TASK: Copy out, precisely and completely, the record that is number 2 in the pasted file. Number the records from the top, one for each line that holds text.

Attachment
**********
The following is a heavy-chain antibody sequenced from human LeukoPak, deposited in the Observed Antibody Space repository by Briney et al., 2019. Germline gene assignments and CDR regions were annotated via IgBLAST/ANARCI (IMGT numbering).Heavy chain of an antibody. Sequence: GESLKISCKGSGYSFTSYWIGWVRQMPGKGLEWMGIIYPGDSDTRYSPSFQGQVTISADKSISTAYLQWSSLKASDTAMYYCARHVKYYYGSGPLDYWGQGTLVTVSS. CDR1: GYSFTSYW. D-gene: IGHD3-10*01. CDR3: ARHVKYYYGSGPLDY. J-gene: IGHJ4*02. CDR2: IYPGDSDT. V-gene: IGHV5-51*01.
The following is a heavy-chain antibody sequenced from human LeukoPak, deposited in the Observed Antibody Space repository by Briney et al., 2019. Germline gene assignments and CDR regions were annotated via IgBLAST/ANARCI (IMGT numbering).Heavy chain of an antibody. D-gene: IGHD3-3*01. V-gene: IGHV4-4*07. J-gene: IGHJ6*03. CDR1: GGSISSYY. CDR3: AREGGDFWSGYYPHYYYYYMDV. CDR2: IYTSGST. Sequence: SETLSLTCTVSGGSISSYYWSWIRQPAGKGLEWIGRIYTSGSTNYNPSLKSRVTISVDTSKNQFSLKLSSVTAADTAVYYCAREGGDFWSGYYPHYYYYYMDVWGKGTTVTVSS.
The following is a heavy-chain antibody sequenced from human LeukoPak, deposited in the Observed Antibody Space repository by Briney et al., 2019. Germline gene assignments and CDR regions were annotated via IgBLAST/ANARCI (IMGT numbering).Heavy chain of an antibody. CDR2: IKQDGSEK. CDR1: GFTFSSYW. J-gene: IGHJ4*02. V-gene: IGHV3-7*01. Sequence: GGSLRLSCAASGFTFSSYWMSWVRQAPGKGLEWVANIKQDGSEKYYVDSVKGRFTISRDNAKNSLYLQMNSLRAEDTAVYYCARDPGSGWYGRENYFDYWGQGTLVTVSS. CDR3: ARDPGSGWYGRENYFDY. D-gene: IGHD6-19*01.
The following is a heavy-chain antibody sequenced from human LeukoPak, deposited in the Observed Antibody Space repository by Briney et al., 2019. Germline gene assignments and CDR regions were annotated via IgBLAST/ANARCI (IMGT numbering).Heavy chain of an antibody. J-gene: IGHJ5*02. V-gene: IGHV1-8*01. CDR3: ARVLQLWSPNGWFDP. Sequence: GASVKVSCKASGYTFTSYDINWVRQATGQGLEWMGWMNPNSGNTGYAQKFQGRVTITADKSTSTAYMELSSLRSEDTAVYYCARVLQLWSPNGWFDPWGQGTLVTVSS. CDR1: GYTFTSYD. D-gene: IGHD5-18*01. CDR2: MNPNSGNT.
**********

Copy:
The following is a heavy-chain antibody sequenced from human LeukoPak, deposited in the Observed Antibody Space repository by Briney et al., 2019. Germline gene assignments and CDR regions were annotated via IgBLAST/ANARCI (IMGT numbering).Heavy chain of an antibody. D-gene: IGHD3-3*01. V-gene: IGHV4-4*07. J-gene: IGHJ6*03. CDR1: GGSISSYY. CDR3: AREGGDFWSGYYPHYYYYYMDV. CDR2: IYTSGST. Sequence: SETLSLTCTVSGGSISSYYWSWIRQPAGKGLEWIGRIYTSGSTNYNPSLKSRVTISVDTSKNQFSLKLSSVTAADTAVYYCAREGGDFWSGYYPHYYYYYMDVWGKGTTVTVSS.